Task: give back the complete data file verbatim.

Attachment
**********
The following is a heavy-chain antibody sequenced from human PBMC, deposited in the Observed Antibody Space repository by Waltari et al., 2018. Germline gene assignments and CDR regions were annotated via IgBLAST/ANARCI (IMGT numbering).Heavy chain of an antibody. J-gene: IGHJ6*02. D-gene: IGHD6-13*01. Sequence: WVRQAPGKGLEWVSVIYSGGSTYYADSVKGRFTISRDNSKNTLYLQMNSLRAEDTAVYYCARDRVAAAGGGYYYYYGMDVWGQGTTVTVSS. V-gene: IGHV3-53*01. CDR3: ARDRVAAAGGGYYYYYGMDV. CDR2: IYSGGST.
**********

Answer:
The following is a heavy-chain antibody sequenced from human PBMC, deposited in the Observed Antibody Space repository by Waltari et al., 2018. Germline gene assignments and CDR regions were annotated via IgBLAST/ANARCI (IMGT numbering).Heavy chain of an antibody. J-gene: IGHJ6*02. D-gene: IGHD6-13*01. Sequence: WVRQAPGKGLEWVSVIYSGGSTYYADSVKGRFTISRDNSKNTLYLQMNSLRAEDTAVYYCARDRVAAAGGGYYYYYGMDVWGQGTTVTVSS. V-gene: IGHV3-53*01. CDR3: ARDRVAAAGGGYYYYYGMDV. CDR2: IYSGGST.